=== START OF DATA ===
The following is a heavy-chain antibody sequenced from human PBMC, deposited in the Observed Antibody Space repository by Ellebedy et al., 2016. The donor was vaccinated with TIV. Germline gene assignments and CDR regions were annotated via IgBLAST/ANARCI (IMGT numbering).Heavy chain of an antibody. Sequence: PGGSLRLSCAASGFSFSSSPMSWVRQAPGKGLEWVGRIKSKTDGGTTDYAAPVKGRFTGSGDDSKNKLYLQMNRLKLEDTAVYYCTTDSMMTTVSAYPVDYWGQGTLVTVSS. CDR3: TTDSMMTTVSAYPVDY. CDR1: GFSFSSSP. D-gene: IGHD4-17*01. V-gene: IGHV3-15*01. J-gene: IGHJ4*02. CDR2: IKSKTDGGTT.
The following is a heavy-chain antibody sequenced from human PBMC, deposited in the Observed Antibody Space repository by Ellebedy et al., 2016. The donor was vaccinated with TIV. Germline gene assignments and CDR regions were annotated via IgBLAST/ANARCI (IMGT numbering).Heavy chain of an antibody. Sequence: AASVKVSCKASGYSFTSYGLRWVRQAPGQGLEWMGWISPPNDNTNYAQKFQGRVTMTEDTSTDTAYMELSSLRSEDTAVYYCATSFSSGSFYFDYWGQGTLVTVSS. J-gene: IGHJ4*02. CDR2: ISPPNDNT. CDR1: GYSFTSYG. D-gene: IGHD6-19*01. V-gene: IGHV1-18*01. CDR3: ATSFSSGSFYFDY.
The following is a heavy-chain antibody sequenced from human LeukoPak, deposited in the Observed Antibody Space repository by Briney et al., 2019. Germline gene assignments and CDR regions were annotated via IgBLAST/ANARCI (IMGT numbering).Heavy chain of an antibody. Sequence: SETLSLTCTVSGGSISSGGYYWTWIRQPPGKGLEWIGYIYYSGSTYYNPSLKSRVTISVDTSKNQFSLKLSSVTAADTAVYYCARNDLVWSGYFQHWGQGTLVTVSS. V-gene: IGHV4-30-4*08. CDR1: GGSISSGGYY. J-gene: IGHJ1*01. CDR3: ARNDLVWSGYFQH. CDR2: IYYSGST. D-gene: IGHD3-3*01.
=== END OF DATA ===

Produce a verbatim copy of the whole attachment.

The following is a heavy-chain antibody sequenced from human PBMC, deposited in the Observed Antibody Space repository by Ellebedy et al., 2016. The donor was vaccinated with TIV. Germline gene assignments and CDR regions were annotated via IgBLAST/ANARCI (IMGT numbering).Heavy chain of an antibody. Sequence: PGGSLRLSCAASGFSFSSSPMSWVRQAPGKGLEWVGRIKSKTDGGTTDYAAPVKGRFTGSGDDSKNKLYLQMNRLKLEDTAVYYCTTDSMMTTVSAYPVDYWGQGTLVTVSS. CDR3: TTDSMMTTVSAYPVDY. CDR1: GFSFSSSP. D-gene: IGHD4-17*01. V-gene: IGHV3-15*01. J-gene: IGHJ4*02. CDR2: IKSKTDGGTT.
The following is a heavy-chain antibody sequenced from human PBMC, deposited in the Observed Antibody Space repository by Ellebedy et al., 2016. The donor was vaccinated with TIV. Germline gene assignments and CDR regions were annotated via IgBLAST/ANARCI (IMGT numbering).Heavy chain of an antibody. Sequence: AASVKVSCKASGYSFTSYGLRWVRQAPGQGLEWMGWISPPNDNTNYAQKFQGRVTMTEDTSTDTAYMELSSLRSEDTAVYYCATSFSSGSFYFDYWGQGTLVTVSS. J-gene: IGHJ4*02. CDR2: ISPPNDNT. CDR1: GYSFTSYG. D-gene: IGHD6-19*01. V-gene: IGHV1-18*01. CDR3: ATSFSSGSFYFDY.
The following is a heavy-chain antibody sequenced from human LeukoPak, deposited in the Observed Antibody Space repository by Briney et al., 2019. Germline gene assignments and CDR regions were annotated via IgBLAST/ANARCI (IMGT numbering).Heavy chain of an antibody. Sequence: SETLSLTCTVSGGSISSGGYYWTWIRQPPGKGLEWIGYIYYSGSTYYNPSLKSRVTISVDTSKNQFSLKLSSVTAADTAVYYCARNDLVWSGYFQHWGQGTLVTVSS. V-gene: IGHV4-30-4*08. CDR1: GGSISSGGYY. J-gene: IGHJ1*01. CDR3: ARNDLVWSGYFQH. CDR2: IYYSGST. D-gene: IGHD3-3*01.